- Bovine Social Club
- Bovine Social Club
Combining the eclectic acoustic bounce of early Boris Garcia, the worldgrass vibe of Railroad Earth, and a grittiness all of their own that’s nothing but real, Bovine Social Club’s self-titled debut album is ten tracks of fun, fun, fun – and great musicianship.
It certainly didn’t hurt matters that BSC’s maiden voyage in the studio was skippered by Tim Carbone. Railroad Earth’s fiddling guitarist has plenty of production magic to his credit – albums by the previously-mentioned Boris Garcia, The Ragbirds, Great American Taxi, David Gans, Greensky Bluegrass, and his own project The Contribution, to name a few – managing to add another dimension to the sound of whatever already-talented band he works with. Oftentimes Carbone has also added some fine fiddle to complement his collaborators’ sound, but he doesn’t pick up the bow for Bovine Social Club. The killer fiddle you hear throughout the album is BSC’s own Seth Mandel (when he isn’t picking some sweet mando or adding a layer of just-right keys). Imagine having Carbone on hand – who can lay down the essence of anyone from Aaron Copland to Frank Zappa with his fiddle – and not needing to call him in off the bench. Uh-huh: Mandel is that good.
But so is the rest of Bovine Social Club. Scott Hornick takes his big ol’ upright bass to places you wouldn’t think it would even fit, teaming up with drummer Jeff Barg to lay down all sorts of grooves. Guitarist/banjo picker Johnny Smith is a great foil for Mandel with some of the album’s coolest instrumental moments being Smith’s electric guitar weaving with Mandel’s fiddle.
And then there’s frontman Samuel Saint Thomas – the source of that grittiness we talked about earlier. There’s a swagger to Saint Thomas’ vocals that never comes off as cocky – it’s easy to imagine him leading The Pogues or Joe Strummer’s Mescaleros into musical battlegrounds … it’s that kind of swagger. In the meantime, his lyrics paint big pictures full of big characters with big emotions. And his bandmates know just how to build the sceneries for those pictures, characters, and emotions to dwell in.
Tunes such as “Picnics” and “Saweeet” are infused with a rubbery-legged, goofy-grinned Mr. Natural-style vibe – in fact, if R. Crumb’s bearded wiseman ever laid into an electric guitar, I’m betting it would sound just like Johnny Smith’s moments of twang rapture on “Saweeet”. “Picnics”, in the meantime, is pure banjo-powered inescapable, infectious joy – the kind of joy that comes from lying on a blanket with your baby: “jalapeno peppers and a chunk of cheese/wave my pickle in the breeze.” I mean, does it get any better than that?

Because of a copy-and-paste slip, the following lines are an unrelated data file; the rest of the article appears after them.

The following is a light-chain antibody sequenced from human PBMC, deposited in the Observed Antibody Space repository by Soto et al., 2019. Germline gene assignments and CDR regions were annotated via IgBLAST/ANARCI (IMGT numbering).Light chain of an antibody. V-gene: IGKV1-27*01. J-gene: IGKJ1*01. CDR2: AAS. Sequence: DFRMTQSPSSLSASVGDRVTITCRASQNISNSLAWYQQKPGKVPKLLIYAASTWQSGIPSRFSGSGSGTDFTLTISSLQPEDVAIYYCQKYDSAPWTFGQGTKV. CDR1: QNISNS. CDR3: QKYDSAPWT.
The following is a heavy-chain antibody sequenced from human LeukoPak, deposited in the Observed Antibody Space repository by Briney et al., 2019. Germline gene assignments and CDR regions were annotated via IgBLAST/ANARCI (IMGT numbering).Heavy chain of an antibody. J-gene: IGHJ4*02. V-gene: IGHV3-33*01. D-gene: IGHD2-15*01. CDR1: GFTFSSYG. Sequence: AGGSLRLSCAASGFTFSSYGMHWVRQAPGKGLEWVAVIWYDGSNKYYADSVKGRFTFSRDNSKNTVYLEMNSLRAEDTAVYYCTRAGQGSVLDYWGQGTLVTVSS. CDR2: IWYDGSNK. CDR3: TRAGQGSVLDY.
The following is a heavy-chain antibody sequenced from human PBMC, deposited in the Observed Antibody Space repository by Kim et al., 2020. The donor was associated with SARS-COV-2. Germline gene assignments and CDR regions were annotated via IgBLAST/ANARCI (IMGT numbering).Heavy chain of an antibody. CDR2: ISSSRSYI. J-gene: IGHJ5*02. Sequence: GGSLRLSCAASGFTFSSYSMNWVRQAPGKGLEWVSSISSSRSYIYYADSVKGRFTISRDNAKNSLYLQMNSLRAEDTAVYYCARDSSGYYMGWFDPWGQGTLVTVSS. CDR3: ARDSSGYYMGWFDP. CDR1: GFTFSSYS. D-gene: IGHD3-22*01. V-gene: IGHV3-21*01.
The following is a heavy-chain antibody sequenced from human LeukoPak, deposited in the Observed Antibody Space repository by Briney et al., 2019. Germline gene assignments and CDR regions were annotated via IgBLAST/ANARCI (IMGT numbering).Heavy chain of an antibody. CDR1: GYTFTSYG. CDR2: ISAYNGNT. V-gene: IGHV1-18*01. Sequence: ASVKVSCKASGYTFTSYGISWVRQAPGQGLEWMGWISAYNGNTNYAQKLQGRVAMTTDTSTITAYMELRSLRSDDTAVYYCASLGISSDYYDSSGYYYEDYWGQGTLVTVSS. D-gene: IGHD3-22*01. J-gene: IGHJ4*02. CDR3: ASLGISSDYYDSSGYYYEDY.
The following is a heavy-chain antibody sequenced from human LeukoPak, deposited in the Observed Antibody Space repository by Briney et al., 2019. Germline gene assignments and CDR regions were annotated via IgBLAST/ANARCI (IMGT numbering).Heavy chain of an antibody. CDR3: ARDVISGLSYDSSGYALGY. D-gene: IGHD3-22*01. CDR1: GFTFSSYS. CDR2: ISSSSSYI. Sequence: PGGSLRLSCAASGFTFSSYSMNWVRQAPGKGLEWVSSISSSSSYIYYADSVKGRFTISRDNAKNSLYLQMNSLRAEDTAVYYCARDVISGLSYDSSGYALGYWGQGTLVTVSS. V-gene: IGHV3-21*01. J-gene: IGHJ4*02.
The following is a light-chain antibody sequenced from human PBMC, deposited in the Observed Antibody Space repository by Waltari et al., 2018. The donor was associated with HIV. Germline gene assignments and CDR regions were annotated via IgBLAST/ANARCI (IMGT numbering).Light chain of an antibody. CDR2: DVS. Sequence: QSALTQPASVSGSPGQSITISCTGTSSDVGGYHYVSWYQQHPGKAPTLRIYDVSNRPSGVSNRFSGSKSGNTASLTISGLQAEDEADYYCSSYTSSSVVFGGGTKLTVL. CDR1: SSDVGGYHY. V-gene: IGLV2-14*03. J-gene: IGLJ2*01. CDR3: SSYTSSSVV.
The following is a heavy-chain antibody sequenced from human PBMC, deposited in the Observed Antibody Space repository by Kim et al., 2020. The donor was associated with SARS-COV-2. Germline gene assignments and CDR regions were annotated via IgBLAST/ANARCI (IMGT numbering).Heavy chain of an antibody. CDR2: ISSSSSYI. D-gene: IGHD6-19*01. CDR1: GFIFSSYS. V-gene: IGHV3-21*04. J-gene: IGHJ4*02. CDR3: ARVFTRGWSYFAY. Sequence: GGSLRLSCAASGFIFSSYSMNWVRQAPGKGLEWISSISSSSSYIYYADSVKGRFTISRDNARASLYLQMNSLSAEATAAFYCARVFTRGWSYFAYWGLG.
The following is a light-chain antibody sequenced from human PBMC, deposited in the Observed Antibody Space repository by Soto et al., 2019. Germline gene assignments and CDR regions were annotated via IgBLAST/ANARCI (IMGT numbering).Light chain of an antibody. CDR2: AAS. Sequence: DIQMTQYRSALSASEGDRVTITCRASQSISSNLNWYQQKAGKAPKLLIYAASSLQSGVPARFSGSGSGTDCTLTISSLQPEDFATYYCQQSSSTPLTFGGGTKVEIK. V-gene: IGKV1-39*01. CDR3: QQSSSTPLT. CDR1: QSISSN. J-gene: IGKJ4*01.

The namesake of “Banjo Gini” is a “curious and peculiar” gal who “don’t wear no underwear” – and her tune is as bawdy and rollicking as you would expect. Barg and Hornick have a blast laying down butt-shaking wah-bump-bumps, while Mandel takes off on a mando solo that goes from quasi-Gypsy jazz to a quote from “Buffalo Gals” before it’s through. Saint Thomas’ hippie-boy rambler in “Stuck In Colorado” seems to have it figured out until one dumb move finds him with “a Boulder on his back.” (Check out Smith’s cool volume swells that usher in his guitar break.) “Careful As You Go” is as sad/sweet/sad as sad/sweet/sad gets – a lovely “so long” from one who has to stay behind.
“Twelve Years In A Jar” and “Pickin’ Jamboree” are perfect examples of Bovine Social Club’s multi-level sound: Saint Thomas’ lyrics for “Twelve Years” are right-on, raggedy-assed Beat zen wisdom at the ground level; in the meantime, Caribbean-scented breezes blow overhead, carrying bits of mando, mbira, and guitar chirps along with cool drums and bass. “Pickin’ Jamboree”, in the meantime, is a straight-from-the-field-to-the-dancehall hoedown, all sweaty-headed and dirty-kneed yee-haw. In many ways the two tunes couldn’t be more different; at the same time they’re both perfect for Bovine Social Club.
Bookending the album are the buoyant “The Rayban Song” and the beautiful closer “Naked Now”. “Rayban” features plenty of cool wit from Saint Thomas and some neat, intricate hey-diddle-diddle harmonies joining Mandel’s fiddle and Smith’s guitar; “Naked Now” is as lay-it-all-out-there as the title suggests. What Saint Thomas’ lyrics don’t do to your heart is finished off by the long slow dance performed by Smith’s ache-soaked guitar and Mandel’s sympathetic violin. The fact is “Naked Now” had to end this album; it’s Bovine Social Club’s “Moonlight Mile”.
Every now and then you discover debut albums that deliver the goods. This one delivers them, puts everything away in the cupboards, washes the windows, breaks your heart, makes you smile, slaps you on the fanny, and tucks you into bed. Pay attention to Bovine Social Club.
Brian Robbins has picnics with his baby at www.brian-robbins.com